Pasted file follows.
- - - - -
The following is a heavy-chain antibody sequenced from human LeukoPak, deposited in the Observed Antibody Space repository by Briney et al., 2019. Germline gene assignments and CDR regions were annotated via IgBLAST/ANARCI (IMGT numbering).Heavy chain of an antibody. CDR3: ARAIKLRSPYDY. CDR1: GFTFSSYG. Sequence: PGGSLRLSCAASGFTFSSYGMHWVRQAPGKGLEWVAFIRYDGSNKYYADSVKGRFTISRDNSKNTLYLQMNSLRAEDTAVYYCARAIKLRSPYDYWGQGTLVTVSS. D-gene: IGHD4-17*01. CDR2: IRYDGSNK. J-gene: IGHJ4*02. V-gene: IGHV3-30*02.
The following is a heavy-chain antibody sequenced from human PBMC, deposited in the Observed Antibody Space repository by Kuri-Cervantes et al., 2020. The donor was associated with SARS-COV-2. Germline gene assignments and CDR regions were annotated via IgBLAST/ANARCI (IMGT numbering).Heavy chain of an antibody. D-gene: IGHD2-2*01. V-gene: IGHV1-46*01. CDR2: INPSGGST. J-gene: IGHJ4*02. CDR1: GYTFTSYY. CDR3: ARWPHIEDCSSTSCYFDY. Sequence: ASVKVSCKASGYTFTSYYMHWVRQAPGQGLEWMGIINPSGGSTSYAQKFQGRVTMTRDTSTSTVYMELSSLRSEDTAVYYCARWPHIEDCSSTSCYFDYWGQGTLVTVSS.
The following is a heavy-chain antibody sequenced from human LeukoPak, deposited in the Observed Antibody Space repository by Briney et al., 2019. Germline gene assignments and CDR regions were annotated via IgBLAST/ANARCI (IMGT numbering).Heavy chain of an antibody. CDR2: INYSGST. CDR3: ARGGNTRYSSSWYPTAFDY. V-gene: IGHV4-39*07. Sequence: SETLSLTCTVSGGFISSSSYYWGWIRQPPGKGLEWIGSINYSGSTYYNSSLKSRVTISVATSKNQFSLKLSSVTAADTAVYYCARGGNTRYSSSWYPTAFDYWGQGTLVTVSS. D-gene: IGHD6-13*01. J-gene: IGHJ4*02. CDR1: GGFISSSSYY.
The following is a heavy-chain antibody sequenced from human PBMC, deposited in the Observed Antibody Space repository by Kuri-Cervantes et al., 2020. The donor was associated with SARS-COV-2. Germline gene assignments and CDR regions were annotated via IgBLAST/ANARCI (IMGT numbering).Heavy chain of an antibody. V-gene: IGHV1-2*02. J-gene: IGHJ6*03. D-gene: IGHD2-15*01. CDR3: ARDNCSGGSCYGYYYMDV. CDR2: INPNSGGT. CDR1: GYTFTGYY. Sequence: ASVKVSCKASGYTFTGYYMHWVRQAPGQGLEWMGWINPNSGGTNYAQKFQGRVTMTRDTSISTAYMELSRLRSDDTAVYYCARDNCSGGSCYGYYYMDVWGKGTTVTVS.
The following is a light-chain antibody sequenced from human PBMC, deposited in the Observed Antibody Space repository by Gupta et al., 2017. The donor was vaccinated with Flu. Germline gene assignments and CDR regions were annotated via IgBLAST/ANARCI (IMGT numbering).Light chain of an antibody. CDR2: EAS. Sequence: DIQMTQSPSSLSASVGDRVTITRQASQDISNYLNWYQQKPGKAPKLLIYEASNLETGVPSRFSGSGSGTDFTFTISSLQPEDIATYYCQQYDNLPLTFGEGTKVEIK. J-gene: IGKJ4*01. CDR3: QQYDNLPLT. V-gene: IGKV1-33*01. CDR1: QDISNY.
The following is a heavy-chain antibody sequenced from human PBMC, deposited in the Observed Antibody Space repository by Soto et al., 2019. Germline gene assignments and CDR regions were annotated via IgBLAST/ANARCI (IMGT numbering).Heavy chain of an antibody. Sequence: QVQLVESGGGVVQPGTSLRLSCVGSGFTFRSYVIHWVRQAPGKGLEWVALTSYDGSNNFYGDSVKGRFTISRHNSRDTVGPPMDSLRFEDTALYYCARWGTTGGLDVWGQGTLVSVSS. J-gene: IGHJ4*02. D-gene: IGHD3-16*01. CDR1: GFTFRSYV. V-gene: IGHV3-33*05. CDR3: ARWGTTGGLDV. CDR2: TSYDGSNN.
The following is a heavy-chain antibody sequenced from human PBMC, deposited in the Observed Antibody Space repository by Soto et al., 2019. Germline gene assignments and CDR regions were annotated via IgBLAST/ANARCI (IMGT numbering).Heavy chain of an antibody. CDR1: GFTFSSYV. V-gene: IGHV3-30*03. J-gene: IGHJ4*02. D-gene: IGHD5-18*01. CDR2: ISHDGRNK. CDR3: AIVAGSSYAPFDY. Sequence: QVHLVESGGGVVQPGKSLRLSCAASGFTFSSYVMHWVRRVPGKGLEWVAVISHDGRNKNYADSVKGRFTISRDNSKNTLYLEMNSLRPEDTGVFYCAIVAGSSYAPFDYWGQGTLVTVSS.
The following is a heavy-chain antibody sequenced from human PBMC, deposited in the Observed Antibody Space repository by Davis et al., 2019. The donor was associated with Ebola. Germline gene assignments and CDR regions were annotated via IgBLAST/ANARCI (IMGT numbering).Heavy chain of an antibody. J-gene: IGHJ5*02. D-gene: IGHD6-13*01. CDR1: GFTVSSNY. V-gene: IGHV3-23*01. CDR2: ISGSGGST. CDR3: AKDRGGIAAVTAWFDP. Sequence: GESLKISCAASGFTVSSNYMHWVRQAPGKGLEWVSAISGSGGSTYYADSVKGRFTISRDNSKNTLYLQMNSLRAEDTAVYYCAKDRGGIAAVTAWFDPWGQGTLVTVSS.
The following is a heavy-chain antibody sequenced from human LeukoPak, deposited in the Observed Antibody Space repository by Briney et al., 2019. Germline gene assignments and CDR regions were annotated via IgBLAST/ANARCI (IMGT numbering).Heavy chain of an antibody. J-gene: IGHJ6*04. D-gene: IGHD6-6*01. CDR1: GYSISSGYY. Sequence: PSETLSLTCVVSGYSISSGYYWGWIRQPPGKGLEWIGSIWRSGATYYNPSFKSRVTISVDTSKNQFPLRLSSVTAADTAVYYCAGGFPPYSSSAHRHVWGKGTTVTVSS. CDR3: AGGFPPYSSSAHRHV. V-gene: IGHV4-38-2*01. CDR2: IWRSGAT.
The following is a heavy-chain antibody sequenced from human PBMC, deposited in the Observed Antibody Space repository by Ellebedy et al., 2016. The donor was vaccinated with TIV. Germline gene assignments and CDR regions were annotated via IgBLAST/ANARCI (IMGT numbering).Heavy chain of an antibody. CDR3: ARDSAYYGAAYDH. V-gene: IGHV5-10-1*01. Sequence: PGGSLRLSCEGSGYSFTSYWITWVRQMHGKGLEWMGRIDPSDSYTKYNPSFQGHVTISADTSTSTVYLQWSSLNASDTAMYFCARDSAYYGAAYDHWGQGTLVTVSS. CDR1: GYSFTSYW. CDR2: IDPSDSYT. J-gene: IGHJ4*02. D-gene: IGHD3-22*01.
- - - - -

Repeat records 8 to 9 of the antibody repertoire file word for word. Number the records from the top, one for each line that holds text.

The following is a heavy-chain antibody sequenced from human PBMC, deposited in the Observed Antibody Space repository by Davis et al., 2019. The donor was associated with Ebola. Germline gene assignments and CDR regions were annotated via IgBLAST/ANARCI (IMGT numbering).Heavy chain of an antibody. J-gene: IGHJ5*02. D-gene: IGHD6-13*01. CDR1: GFTVSSNY. V-gene: IGHV3-23*01. CDR2: ISGSGGST. CDR3: AKDRGGIAAVTAWFDP. Sequence: GESLKISCAASGFTVSSNYMHWVRQAPGKGLEWVSAISGSGGSTYYADSVKGRFTISRDNSKNTLYLQMNSLRAEDTAVYYCAKDRGGIAAVTAWFDPWGQGTLVTVSS.
The following is a heavy-chain antibody sequenced from human LeukoPak, deposited in the Observed Antibody Space repository by Briney et al., 2019. Germline gene assignments and CDR regions were annotated via IgBLAST/ANARCI (IMGT numbering).Heavy chain of an antibody. J-gene: IGHJ6*04. D-gene: IGHD6-6*01. CDR1: GYSISSGYY. Sequence: PSETLSLTCVVSGYSISSGYYWGWIRQPPGKGLEWIGSIWRSGATYYNPSFKSRVTISVDTSKNQFPLRLSSVTAADTAVYYCAGGFPPYSSSAHRHVWGKGTTVTVSS. CDR3: AGGFPPYSSSAHRHV. V-gene: IGHV4-38-2*01. CDR2: IWRSGAT.